Corneal Edema Tarot Reviews
The Corneal Edema Tarot is an art tarot celebrating the gothic lifestyle. The images are composed of posed photographs, graphically edited to embed them into a textured space. The 22 majors have now been published in a limited edition of 50 decks.
John R. Dybowski
Tarot Deck - 22 Cards - Adam McLean 2006
Review by Dan Pelletier
I opened the box and looked and it just seemed so cold, flat. I put it away.
Picked it up later – well of course this deck comes off as cold. But it is not flat. And it does not lack emotion – it is distant, reserved...at first.
The Corneal Edema (Yeah I know it’s a funky name – think ‘eye-sore’) is done in what I would refer to as ‘scratched sepia-tone’ photo-collage.
However the illustrations are not static; they are like frames from an old movie – captured motion – and that is very cool. Old, scratched, faded, blurred…like the film in “The Ring.”
The only real ‘color’ in the deck appears in on XIII Death.
There are only two male figures in The Corneal Edema Tarot, one in The Emperor, and the other in The Lovers. It is not however to be taken as a feminine, or feminist deck
This deck oozes power. And to me, it is a dualistic power.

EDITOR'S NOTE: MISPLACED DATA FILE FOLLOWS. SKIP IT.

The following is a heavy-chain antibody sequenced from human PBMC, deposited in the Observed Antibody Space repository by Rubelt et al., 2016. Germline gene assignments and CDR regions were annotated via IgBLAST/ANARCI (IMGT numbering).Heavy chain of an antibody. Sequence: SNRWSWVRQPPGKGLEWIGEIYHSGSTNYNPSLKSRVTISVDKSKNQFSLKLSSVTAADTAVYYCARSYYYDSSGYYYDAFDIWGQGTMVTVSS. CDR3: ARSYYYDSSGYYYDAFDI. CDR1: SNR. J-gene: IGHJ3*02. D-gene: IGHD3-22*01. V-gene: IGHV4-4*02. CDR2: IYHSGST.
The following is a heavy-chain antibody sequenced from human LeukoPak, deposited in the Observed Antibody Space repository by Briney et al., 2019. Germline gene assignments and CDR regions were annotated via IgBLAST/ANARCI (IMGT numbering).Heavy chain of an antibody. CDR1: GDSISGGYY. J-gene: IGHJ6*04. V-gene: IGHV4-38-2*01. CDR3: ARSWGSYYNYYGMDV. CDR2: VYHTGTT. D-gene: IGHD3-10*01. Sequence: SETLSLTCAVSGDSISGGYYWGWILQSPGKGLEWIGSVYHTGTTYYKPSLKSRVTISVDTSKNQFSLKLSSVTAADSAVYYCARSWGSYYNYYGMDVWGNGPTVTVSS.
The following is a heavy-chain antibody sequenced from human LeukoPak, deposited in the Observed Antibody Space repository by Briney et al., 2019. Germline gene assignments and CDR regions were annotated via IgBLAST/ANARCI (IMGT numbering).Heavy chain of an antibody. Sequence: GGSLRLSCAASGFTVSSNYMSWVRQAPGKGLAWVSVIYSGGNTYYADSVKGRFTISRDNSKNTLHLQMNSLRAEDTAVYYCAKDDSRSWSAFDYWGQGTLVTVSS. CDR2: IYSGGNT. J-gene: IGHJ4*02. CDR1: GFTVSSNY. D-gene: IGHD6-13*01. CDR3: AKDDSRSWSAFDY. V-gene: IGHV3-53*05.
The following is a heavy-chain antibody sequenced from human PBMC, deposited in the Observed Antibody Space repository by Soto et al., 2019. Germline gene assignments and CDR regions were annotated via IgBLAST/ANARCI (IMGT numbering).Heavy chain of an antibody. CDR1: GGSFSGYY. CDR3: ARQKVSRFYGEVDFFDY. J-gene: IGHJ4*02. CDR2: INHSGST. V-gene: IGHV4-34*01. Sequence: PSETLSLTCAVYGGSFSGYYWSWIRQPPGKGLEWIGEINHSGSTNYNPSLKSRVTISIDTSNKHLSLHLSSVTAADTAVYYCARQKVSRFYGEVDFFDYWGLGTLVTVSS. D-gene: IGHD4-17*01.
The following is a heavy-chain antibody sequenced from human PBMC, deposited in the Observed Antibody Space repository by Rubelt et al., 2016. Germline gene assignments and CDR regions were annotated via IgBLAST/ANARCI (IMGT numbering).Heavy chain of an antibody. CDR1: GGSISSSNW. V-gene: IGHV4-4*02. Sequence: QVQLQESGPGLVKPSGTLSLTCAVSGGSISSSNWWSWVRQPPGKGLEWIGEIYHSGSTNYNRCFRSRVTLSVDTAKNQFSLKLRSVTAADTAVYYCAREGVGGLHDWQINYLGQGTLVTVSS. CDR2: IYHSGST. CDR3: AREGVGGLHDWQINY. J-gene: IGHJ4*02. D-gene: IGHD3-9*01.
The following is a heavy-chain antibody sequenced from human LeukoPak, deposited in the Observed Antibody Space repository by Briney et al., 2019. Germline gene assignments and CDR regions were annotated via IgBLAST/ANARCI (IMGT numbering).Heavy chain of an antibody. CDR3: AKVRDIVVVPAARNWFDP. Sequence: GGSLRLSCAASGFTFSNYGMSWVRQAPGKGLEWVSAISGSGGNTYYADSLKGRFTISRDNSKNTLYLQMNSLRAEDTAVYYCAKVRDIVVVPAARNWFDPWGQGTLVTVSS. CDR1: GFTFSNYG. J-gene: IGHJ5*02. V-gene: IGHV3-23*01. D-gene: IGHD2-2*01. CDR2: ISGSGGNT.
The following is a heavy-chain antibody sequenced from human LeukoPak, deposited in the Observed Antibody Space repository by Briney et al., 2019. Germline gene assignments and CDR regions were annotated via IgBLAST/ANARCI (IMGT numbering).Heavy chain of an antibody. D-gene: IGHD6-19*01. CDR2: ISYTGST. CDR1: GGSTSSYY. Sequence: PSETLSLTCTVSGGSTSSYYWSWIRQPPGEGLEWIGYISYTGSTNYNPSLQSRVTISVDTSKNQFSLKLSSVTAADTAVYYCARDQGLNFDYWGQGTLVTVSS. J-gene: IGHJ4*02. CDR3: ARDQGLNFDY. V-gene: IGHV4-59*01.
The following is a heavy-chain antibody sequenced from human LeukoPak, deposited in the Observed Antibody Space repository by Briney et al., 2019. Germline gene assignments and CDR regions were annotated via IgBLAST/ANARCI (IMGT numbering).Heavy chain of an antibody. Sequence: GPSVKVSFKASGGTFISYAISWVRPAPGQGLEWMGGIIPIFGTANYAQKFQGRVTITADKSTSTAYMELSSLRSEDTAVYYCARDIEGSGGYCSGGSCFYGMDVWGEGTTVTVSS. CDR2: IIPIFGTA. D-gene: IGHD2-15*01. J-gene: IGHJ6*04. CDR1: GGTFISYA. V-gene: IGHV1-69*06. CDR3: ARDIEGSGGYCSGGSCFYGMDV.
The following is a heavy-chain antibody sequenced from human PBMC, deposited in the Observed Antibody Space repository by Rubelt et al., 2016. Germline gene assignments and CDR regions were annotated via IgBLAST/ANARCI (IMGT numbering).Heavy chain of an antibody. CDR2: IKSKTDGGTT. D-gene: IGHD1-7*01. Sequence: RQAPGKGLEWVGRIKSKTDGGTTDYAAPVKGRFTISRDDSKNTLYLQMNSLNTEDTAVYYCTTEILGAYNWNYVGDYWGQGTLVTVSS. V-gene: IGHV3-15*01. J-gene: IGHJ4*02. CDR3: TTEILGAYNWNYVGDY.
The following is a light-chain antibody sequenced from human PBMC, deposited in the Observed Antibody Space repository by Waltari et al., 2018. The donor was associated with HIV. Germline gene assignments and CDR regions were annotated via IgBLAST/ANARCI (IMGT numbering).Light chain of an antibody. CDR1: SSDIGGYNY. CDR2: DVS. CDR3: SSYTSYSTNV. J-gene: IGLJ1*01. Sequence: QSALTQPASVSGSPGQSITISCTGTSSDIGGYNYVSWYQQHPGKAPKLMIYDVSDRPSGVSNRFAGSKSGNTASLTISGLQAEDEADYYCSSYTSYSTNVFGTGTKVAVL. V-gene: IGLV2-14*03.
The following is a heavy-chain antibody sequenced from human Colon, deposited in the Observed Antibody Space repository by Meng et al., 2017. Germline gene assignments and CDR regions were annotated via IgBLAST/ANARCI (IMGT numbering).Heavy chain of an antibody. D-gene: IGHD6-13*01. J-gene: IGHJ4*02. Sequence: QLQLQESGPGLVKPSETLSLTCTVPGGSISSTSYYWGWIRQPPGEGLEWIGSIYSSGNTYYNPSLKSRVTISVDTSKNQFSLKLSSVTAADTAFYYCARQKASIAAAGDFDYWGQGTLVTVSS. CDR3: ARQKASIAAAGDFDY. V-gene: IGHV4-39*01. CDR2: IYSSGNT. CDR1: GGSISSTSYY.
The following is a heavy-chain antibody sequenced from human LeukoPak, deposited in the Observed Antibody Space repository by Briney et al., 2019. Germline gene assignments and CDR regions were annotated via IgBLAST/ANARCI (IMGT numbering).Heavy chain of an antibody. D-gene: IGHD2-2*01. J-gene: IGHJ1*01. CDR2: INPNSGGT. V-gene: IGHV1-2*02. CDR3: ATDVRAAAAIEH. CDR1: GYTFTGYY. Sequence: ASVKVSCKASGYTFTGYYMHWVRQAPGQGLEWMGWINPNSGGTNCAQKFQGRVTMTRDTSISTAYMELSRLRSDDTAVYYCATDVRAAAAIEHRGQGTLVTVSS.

It is stylized, tasteful, semi-Goth. It is dark without being disturbing. The Hanged Woman hangs from her neck rather than her feet, The Fool gazes into a darkened arched doorway, skulls grace the threshold, – she looks pensive and winsome. The Hermit is the most wonderful hermit I’ve seen in a long time.
I love the Hierophant being depicted as a woman, and The Devil works on so many levels of interpretation (this is perhaps the most disturbing Devil I’ve ever seen).
The more I played with this Major’s only deck with English/American sequencing the more I like it.
For a dark, or Goth deck – it is accessible. That’s an important feature that should not be overlooked.
John R. Dybowski did a couple unusual things here in the Corneal Edema Tarot. He understood the ‘scratched sepia-tone’ medium, and incorporated a really excellent sense of not only classic composition theory into each frame – but then added small elements to shift the comfort level slightly, things the eye won’t pick up.
This is not a super slick computer graphics kind of deck. This is art. This is Tarot. It’s dark. It’s unforgiving. It is a really nice piece of work.
There is one very serious issue with this deck though that must be pointed out. There were only 100 copies printed. And you can’t have mine…
Dan Pelletier is a co-owner of The Tarot Garden, a most highly respected resource for tarot decks and related information on the Internet.